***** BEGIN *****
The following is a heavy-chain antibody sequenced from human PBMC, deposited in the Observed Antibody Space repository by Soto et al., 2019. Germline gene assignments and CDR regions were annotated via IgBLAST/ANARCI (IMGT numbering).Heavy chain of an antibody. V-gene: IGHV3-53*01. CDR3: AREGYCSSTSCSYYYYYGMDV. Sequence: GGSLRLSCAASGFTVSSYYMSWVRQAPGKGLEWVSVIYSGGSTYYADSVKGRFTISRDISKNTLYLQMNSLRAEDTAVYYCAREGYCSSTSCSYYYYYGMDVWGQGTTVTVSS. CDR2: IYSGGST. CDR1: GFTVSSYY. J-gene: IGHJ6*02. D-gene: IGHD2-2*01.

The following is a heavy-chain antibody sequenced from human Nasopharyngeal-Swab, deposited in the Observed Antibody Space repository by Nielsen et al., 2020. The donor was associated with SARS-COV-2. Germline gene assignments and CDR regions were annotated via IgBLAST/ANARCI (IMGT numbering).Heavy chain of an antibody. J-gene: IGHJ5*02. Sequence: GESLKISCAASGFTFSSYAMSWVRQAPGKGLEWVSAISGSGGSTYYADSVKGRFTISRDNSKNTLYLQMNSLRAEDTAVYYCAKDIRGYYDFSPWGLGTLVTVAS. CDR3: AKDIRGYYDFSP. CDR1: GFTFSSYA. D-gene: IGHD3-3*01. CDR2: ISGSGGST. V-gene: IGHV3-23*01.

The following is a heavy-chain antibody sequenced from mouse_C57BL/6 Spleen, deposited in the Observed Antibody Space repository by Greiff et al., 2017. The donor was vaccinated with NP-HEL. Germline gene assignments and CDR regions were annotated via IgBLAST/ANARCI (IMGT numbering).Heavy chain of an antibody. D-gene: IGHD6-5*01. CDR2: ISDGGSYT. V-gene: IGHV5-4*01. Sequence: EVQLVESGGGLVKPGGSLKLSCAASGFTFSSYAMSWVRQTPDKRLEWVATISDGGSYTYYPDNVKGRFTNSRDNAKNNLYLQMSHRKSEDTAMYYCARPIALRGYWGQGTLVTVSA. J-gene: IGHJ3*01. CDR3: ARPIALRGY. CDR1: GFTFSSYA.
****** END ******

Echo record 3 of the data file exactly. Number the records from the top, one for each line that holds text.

The following is a heavy-chain antibody sequenced from mouse_C57BL/6 Spleen, deposited in the Observed Antibody Space repository by Greiff et al., 2017. The donor was vaccinated with NP-HEL. Germline gene assignments and CDR regions were annotated via IgBLAST/ANARCI (IMGT numbering).Heavy chain of an antibody. D-gene: IGHD6-5*01. CDR2: ISDGGSYT. V-gene: IGHV5-4*01. Sequence: EVQLVESGGGLVKPGGSLKLSCAASGFTFSSYAMSWVRQTPDKRLEWVATISDGGSYTYYPDNVKGRFTNSRDNAKNNLYLQMSHRKSEDTAMYYCARPIALRGYWGQGTLVTVSA. J-gene: IGHJ3*01. CDR3: ARPIALRGY. CDR1: GFTFSSYA.